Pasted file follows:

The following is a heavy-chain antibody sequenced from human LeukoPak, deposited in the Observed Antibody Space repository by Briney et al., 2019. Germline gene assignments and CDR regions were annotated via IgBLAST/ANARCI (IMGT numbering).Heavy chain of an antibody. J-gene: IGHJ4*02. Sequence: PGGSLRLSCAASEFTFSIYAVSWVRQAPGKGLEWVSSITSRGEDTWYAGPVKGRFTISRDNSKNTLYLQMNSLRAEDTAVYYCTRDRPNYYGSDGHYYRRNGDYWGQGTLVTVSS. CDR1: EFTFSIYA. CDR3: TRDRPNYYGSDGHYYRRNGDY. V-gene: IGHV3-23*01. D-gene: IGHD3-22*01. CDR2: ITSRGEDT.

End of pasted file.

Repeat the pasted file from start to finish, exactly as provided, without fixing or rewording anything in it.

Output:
The following is a heavy-chain antibody sequenced from human LeukoPak, deposited in the Observed Antibody Space repository by Briney et al., 2019. Germline gene assignments and CDR regions were annotated via IgBLAST/ANARCI (IMGT numbering).Heavy chain of an antibody. J-gene: IGHJ4*02. Sequence: PGGSLRLSCAASEFTFSIYAVSWVRQAPGKGLEWVSSITSRGEDTWYAGPVKGRFTISRDNSKNTLYLQMNSLRAEDTAVYYCTRDRPNYYGSDGHYYRRNGDYWGQGTLVTVSS. CDR1: EFTFSIYA. CDR3: TRDRPNYYGSDGHYYRRNGDY. V-gene: IGHV3-23*01. D-gene: IGHD3-22*01. CDR2: ITSRGEDT.